Adithi Ramakrishnan, a twelfth grade student of Mary Beth Kochman at Thomas Jefferson High School in Alexandria, Virginia, read and responded to the online YES! Magazine article, “What Japanese Internment Taught Us About Standing Up for Our Neighbors,” by Tracy Matsue Loeffelholz.
Tracy is part of the Japanese American community on Bainbridge Island, Washington—the first community in the nation to be rounded up and sent to concentration camps during World War II. In this story, she reflects on the meaning of the Japanese saying, nidoto nai yoni: “Let it not happen again,” and wonders what communities might do differently today to protect the civil liberties of our vulnerable neighbors.
Writing Prompt: Think about someone in your school or community who is vulnerable and may need protection or support. This person may be a neighbor or a classmate—it may even be you. Are you willing and brave enough to stand up against injustice? Describe what you would do, and how your actions might make a difference.
Escaping the “Other” Side
On a cold Friday evening, my family stumbled into a local Italian restaurant. Sandwiched between my grandparents, I squeezed their hands tightly as we piled into a narrow booth. Their visit from India was drawing to a close, but I intended to make the most of every last minute. We passed laminated menus to each other and began laughing, talking, and deliberating. I tugged at the chunni of my grandmother’s traditional Indian salwar kameez and pointed out my personal favorites to her in our native language. Then, something at the table beside us caught my eye. I glanced over.
I quickly turned away. Maybe I’d misunderstood.
Then, I snuck a second, more apprehensive look. My stomach lurched.
An elderly white couple was dining at the table next to ours. The wife’s eyes were fixed on her menu, but her husband’s were fixed on us. His eyebrows curved downwards in a cold, steely glare. I looked away again, a worm of doubt squirming in my chest. But every time my gaze wandered, it met his icy stare, and my insides turned over.
For the rest of the evening, I switched to English.
That chilly night at Lucia’s, I felt something I’d experienced only in doses before: the feeling of being the other. I don’t fit into an easily categorized box. I’m still trying to navigate the narrow path between Indian and American, and I’m the furthest thing from an old white male. Just because I’m not the model portrait of a 1950s American doesn’t mean I can’t repaint that image in the 21st century.
“Standing up against injustice” is a broad statement, but represents something very specific: inclusion and acceptance. We have to stop sorting people into the “other” category—we not only have to recognize the humanity in each other, but we also have to be willing to fight for it. It’s a simple change in perspective that can have immediate implications. Tracy Matsue Loeffelholz refers to it in her article, “What Japanese Internment Taught Us About Standing Up for Our Neighbors,” as an appeal to raise our voices in support of those that need it most—not merely to show support, but also to protest unfair treatment.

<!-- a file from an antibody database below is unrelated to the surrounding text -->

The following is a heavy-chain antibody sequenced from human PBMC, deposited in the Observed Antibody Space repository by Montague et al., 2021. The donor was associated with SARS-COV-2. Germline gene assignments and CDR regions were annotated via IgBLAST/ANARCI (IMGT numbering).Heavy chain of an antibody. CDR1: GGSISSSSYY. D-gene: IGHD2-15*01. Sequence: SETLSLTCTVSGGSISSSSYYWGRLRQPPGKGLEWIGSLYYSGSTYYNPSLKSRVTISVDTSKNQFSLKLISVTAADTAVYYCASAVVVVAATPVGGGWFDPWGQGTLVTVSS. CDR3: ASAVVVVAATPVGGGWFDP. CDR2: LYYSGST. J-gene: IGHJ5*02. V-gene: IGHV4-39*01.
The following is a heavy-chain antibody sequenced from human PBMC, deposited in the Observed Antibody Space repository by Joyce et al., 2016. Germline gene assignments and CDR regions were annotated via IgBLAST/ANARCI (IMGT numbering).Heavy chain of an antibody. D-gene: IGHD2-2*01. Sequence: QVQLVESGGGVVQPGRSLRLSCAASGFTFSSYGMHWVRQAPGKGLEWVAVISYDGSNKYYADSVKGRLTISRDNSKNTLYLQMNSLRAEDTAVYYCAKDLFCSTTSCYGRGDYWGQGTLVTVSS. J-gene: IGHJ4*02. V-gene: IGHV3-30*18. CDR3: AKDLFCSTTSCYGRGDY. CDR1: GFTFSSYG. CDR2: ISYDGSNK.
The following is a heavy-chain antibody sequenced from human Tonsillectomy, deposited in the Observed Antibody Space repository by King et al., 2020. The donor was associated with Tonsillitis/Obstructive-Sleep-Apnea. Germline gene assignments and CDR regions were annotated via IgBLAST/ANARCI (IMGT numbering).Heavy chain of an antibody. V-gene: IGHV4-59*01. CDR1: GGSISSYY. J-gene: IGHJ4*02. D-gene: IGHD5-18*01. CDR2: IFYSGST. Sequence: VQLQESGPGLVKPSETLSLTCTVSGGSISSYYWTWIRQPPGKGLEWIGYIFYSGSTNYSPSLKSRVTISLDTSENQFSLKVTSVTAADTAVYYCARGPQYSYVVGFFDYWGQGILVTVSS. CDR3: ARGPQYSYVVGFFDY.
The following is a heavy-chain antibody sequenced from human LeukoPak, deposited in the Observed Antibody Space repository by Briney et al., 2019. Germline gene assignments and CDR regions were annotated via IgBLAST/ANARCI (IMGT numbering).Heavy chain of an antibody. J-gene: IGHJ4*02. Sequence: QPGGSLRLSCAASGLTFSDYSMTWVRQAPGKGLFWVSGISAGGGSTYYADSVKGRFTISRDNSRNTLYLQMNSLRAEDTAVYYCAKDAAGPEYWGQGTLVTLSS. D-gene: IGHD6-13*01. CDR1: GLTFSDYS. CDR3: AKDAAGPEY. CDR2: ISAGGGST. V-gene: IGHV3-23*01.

But what about me? What happens when I’m the target of raised eyebrows and consistent “random” searches at the airport, while white passengers walk by unnoticed?
It has taken me time to define my version of protesting injustice, and I will likely reshape my definition in the future. But For now, dissension means living my culture as boldly and loudly as possible. It means stringing lights through the shrubbery outside our house and lighting sparklers to illuminate our cul-de-sac on Diwali, the Hindu festival of lights. It means getting up thirty minutes early to pin my dupatta and come to school in my brightest, most vibrant traditional clothing for International Day. It means making quips to my family in Tamil when we’re in public. To me, standing up for my culture is normalizing diversity while letting my Indian and American roots shine.
Loeffelholz says that “public opinion affects political will, and political will makes a difference.” I wholeheartedly agree. If we as Americans present a united front—one that includes people of all races, genders, and sexualities—labeling each other not as other but as together, it becomes much harder to tear us apart. The next time I catch an unfriendly stare in a public place, I won’t turn away.
I’ll start a conversation—not with “How could you?,” but “How are you?”